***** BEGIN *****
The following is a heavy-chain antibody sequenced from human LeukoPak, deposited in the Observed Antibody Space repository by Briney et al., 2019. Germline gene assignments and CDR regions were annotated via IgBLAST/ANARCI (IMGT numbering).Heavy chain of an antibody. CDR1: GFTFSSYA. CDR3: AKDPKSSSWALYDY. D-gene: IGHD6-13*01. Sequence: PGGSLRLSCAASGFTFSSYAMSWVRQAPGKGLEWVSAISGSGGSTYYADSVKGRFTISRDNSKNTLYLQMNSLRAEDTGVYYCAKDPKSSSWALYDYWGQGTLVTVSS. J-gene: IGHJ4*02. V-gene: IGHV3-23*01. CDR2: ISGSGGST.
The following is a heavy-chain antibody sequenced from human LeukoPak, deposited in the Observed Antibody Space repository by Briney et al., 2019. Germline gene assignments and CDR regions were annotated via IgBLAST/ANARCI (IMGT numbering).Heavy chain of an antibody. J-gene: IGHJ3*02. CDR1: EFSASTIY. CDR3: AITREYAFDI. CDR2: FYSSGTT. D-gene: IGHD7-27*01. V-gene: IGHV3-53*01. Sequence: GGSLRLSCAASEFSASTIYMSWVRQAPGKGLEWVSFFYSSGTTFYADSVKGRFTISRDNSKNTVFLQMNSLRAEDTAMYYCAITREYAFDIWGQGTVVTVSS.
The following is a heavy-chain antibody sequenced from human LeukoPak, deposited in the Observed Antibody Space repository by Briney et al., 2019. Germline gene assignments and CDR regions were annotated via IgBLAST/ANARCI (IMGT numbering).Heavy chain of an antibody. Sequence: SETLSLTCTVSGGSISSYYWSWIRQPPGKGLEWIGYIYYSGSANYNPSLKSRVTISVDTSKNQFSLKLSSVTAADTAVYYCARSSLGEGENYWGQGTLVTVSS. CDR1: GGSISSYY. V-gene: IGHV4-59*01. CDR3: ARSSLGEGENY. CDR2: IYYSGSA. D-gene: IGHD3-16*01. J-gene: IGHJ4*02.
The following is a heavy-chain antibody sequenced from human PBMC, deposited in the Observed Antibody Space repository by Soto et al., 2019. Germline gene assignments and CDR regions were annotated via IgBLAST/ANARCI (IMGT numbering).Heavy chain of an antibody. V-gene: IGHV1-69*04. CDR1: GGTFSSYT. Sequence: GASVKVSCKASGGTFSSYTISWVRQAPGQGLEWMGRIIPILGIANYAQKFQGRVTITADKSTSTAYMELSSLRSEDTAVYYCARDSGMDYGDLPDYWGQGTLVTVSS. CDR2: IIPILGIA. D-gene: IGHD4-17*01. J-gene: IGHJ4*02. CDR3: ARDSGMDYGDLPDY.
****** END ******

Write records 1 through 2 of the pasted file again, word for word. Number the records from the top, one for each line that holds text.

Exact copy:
The following is a heavy-chain antibody sequenced from human LeukoPak, deposited in the Observed Antibody Space repository by Briney et al., 2019. Germline gene assignments and CDR regions were annotated via IgBLAST/ANARCI (IMGT numbering).Heavy chain of an antibody. CDR1: GFTFSSYA. CDR3: AKDPKSSSWALYDY. D-gene: IGHD6-13*01. Sequence: PGGSLRLSCAASGFTFSSYAMSWVRQAPGKGLEWVSAISGSGGSTYYADSVKGRFTISRDNSKNTLYLQMNSLRAEDTGVYYCAKDPKSSSWALYDYWGQGTLVTVSS. J-gene: IGHJ4*02. V-gene: IGHV3-23*01. CDR2: ISGSGGST.
The following is a heavy-chain antibody sequenced from human LeukoPak, deposited in the Observed Antibody Space repository by Briney et al., 2019. Germline gene assignments and CDR regions were annotated via IgBLAST/ANARCI (IMGT numbering).Heavy chain of an antibody. J-gene: IGHJ3*02. CDR1: EFSASTIY. CDR3: AITREYAFDI. CDR2: FYSSGTT. D-gene: IGHD7-27*01. V-gene: IGHV3-53*01. Sequence: GGSLRLSCAASEFSASTIYMSWVRQAPGKGLEWVSFFYSSGTTFYADSVKGRFTISRDNSKNTVFLQMNSLRAEDTAMYYCAITREYAFDIWGQGTVVTVSS.